A Musical Polymath Embraces Her Inner Drummer
On Louisville native Cheyenne Marie Mize’s new EP, We Don’t Need, there’s tension between pretty sounds and harsh ones, like raunchy electric guitars juxtaposed next to Mize’s often-alluring voice. On “Call Me Beautiful,” she seems to make light of that very characteristic when she sings, “Don’t call me beautiful, you don’t know how ugly I can be.”
Mize’s new EP is a world where layered Radiohead-esque digital beats and blips find a place next to the hypnotic rhythms Mize learned from modal fiddling. Though she admits that the EP is “six songs that don’t necessarily fit together,” maybe what does tie them together, after all, is her fascination with rhythm.
Some songs seem to pick up where Mize’s debut full-length, Before Lately, left off. There’s the piano-romp “Going Under,” which recalls the West Coast hippie soul of Jenny Lewis. There are two electric guitar-driven rockers—“Keep It” and “It Lingers”—that find Mize in more traditional rock arrangements, along with drums, a fuzz bass, or a ‘60s-sounding organ.
The EP’s last song, “Back Around,” with its liquid, lulling post-rock guitar and choppy vocal samples, is the clearest homage to the Radiohead side of Mize, who cites the group as a major influence. She’s got the chops to pull it off too—putting her own stamp on the tune when a plaintive violin comes in.
But before Mize was a rocker, she studied classical violin and played in orchestras. She admits to leading somewhat of a double life even then. At home, she’d be listening to classic rock, Radiohead and Bjork, while at school she’d play symphonies and sonatas.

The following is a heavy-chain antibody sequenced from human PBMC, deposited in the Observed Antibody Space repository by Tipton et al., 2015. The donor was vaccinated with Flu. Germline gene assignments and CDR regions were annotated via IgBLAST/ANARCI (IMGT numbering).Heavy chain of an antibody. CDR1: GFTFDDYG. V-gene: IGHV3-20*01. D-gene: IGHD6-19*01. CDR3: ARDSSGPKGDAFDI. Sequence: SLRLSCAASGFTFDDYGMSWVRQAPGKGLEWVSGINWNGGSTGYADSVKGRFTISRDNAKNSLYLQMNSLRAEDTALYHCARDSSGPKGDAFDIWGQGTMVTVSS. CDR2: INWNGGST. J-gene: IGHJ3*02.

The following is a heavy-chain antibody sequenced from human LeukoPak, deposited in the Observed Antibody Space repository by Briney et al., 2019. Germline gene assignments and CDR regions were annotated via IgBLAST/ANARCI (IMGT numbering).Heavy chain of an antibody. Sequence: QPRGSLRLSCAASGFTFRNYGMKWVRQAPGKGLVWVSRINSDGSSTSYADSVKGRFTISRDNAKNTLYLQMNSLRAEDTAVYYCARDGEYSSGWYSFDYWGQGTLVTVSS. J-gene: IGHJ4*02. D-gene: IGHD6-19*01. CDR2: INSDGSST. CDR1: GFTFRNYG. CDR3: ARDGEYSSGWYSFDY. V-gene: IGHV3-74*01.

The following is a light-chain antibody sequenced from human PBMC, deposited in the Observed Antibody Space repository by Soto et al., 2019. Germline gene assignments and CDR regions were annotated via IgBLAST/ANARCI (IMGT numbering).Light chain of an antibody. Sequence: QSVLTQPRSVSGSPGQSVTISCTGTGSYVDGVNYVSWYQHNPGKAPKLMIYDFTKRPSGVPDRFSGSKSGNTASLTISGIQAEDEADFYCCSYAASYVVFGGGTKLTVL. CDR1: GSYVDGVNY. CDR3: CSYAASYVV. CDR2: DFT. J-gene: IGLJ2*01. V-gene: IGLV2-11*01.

At a certain point, though, it was time to let the rocker out. Mize began playing traditional music and learning fiddle, and playing with a diverse range of Louisville bands like The Fervor and Trophy Wives.
“The hardest part was breaking away from written music, from the page,” Mize says about leaving classical. “The first time someone tells you to just play something and you don’t have something in front of you telling you what to play, you’re kind of clueless. That’s hard for people to understand unless they’ve been classically trained. It’s a really daunting task if you don’t have anyone telling you what to play. It was definitely a long process.”
In 2009, Mize was tapped to join Will Oldham’s Bonnie “Prince” Billy touring band, as they traversed the U.S., Canada, and Europe for the Lie Down In The Light tour. In April 2010, Oldham and Mize recorded and released a small set of 19th and 20th century parlor songs called Among The Gold. Mize had been researching tunes from the era for her music therapy classes and was struck by how beautiful they were. Back in the parlor song era, Mize says, “the only way to share music was to sit around and play for each other. That tradition is lost in so many ways.”
Though she says the parlor song project did not influence her songwriting any more than other types of music she listens to, she says she was struck by the different chord progressions and sounds in the parlor song catalog. “[They are] a little more complex in some ways, and simple in other ways,” Mize says.
But, if you only knew about Mize from her parlor song project, or even Before Lately for that matter, you might not have anticipated the opening song from We Don’t Need, “Wishing Well.” It is sparse and rhythmic, with lyrics that are more rapped than sung. Mize wrote it one night on a drive back to Louisville, pounding the rhythms on her car’s steering wheel to keep herself awake. Instead of fleshing out the song with other instruments, she left it true to its origin, with only vocal and drums.
“It was fun to do a song that wasn’t beholden to those other instruments,” says Mize. “There is a drum kit and a lot of overdubs I did in my living room—beating on a guitar, shaker, stomps and claps, a pot—I was definitely using a kitchen utensil at one point. I was trying to find a lot of different timbres and ways the little rhythms fit together.”
Mize says she could sit around and make up rhythm parts all day long. It might be a far cry from classical violin, but she seems like she’s on to something.